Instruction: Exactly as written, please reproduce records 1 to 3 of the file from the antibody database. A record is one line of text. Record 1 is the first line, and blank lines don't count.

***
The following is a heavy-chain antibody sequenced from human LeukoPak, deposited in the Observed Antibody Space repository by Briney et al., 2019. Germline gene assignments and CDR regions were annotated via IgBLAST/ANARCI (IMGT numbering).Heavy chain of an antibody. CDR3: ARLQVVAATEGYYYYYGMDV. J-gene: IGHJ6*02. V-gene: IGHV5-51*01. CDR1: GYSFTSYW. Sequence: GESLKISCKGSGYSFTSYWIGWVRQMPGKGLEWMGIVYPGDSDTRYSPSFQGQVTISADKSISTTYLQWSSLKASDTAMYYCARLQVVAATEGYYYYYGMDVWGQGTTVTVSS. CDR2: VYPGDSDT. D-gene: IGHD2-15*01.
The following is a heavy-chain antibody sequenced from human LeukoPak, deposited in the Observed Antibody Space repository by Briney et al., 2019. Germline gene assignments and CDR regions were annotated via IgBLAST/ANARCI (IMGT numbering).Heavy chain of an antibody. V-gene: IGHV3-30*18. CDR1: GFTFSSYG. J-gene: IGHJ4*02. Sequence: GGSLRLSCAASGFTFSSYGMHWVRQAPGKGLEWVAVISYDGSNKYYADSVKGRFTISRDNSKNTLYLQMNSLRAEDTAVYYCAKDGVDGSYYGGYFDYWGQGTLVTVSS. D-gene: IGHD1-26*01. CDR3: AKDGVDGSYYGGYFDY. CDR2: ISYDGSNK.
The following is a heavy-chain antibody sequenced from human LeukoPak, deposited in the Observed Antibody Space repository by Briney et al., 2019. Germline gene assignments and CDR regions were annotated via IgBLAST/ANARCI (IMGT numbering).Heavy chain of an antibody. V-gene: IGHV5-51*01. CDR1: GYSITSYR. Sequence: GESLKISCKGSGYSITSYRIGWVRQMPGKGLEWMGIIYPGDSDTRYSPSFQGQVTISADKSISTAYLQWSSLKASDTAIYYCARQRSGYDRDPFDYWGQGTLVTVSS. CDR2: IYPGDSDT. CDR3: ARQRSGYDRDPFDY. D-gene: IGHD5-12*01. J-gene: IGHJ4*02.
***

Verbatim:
The following is a heavy-chain antibody sequenced from human LeukoPak, deposited in the Observed Antibody Space repository by Briney et al., 2019. Germline gene assignments and CDR regions were annotated via IgBLAST/ANARCI (IMGT numbering).Heavy chain of an antibody. CDR3: ARLQVVAATEGYYYYYGMDV. J-gene: IGHJ6*02. V-gene: IGHV5-51*01. CDR1: GYSFTSYW. Sequence: GESLKISCKGSGYSFTSYWIGWVRQMPGKGLEWMGIVYPGDSDTRYSPSFQGQVTISADKSISTTYLQWSSLKASDTAMYYCARLQVVAATEGYYYYYGMDVWGQGTTVTVSS. CDR2: VYPGDSDT. D-gene: IGHD2-15*01.
The following is a heavy-chain antibody sequenced from human LeukoPak, deposited in the Observed Antibody Space repository by Briney et al., 2019. Germline gene assignments and CDR regions were annotated via IgBLAST/ANARCI (IMGT numbering).Heavy chain of an antibody. V-gene: IGHV3-30*18. CDR1: GFTFSSYG. J-gene: IGHJ4*02. Sequence: GGSLRLSCAASGFTFSSYGMHWVRQAPGKGLEWVAVISYDGSNKYYADSVKGRFTISRDNSKNTLYLQMNSLRAEDTAVYYCAKDGVDGSYYGGYFDYWGQGTLVTVSS. D-gene: IGHD1-26*01. CDR3: AKDGVDGSYYGGYFDY. CDR2: ISYDGSNK.
The following is a heavy-chain antibody sequenced from human LeukoPak, deposited in the Observed Antibody Space repository by Briney et al., 2019. Germline gene assignments and CDR regions were annotated via IgBLAST/ANARCI (IMGT numbering).Heavy chain of an antibody. V-gene: IGHV5-51*01. CDR1: GYSITSYR. Sequence: GESLKISCKGSGYSITSYRIGWVRQMPGKGLEWMGIIYPGDSDTRYSPSFQGQVTISADKSISTAYLQWSSLKASDTAIYYCARQRSGYDRDPFDYWGQGTLVTVSS. CDR2: IYPGDSDT. CDR3: ARQRSGYDRDPFDY. D-gene: IGHD5-12*01. J-gene: IGHJ4*02.